Notre Dame, Ohio State to square off in 2022, 2023

Notre Dame, Ohio State to square off in 2022, 2023
September 4, 2014, 9:45 am
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Two days before Notre Dame's final scheduled meeting with Michigan, the school announced a home-and-home series with the Wolverines' biggest rival.

Notre Dame will play Ohio State Sept. 3, 2022 in Columbus and Sept. 23, 2023 in South Bend as part of the two-game series. Notre Dame and Ohio State have only played five times in their respective histories, with the last meeting in the 2006 Fiesta Bowl, which Ohio State won, 34-20. The first meeting between the two schools came in 1935, a contest billed as a "Game of the Century."

“I am excited we are able once again to bring these two programs together on the football field,” Notre Dame vice president and athletics director Jack Swarbrick said. “Football games between Notre Dame and Ohio State make great sense from a strength-of-schedule standpoint. In addition, with (Ohio State athletics director) Gene Smith having both played and coached football at Notre Dame — and with (Ohio State head coach) Urban Meyer having served as an assistant football coach at Notre Dame — there are some obvious, high-profile connections between our two institutions.”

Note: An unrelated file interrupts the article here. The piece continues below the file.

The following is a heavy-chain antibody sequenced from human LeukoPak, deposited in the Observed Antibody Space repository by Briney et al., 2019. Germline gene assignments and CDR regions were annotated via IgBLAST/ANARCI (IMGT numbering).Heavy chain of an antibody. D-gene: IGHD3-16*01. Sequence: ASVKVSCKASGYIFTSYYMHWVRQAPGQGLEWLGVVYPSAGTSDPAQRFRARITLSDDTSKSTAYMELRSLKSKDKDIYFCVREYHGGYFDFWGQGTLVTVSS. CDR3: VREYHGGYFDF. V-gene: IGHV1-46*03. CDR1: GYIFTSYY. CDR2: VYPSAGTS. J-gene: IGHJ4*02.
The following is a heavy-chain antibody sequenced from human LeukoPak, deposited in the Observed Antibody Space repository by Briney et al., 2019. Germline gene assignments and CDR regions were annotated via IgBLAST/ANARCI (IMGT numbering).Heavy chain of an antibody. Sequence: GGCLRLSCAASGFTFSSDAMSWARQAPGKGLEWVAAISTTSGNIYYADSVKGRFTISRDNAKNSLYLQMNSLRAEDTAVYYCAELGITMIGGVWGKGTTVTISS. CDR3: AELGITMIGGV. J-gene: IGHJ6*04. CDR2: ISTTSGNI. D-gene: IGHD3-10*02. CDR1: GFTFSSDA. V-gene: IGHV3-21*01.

[MORE: End of Michigan series more than a 'silver lining' for Notre Dame]

When Swarbrick announced Notre Dame's 2014-2016 schedule in December, he said the goal for the future schedules would be to provide "markers" for the College Football Playoff selection committee to grade the Irish against other conferences. Notre Dame has built into its future schedules five games against ACC teams and two against Pac-12 sides (Stanford and USC). Over the next decade, Notre Dame has home-and-home series against strong programs from the Big Ten (Michigan State in 2016 and 2017, Ohio State in 2022 and 2023), Big 12 (Texas in 2015 and 2016; and for now 2019 and 2020) and SEC (Georgia in 2017 and 2019).

Those are the kind of strength-of-schedule reference points Swarbrick and coach Brian Kelly have worked to give the Irish while maintaining football independence. At the least, Michigan coach Brady Hoke probably can't call out Notre Dame for "chickening out" of playing top Big Ten opponents anymore.

“Any time you talk about Notre Dame and Ohio State meeting in a football game, that event automatically is going to have huge national significance,” coach Brian Kelly said. “For fans and alumni of the two schools, not to mention college football fans in general, these games will be great attractions.”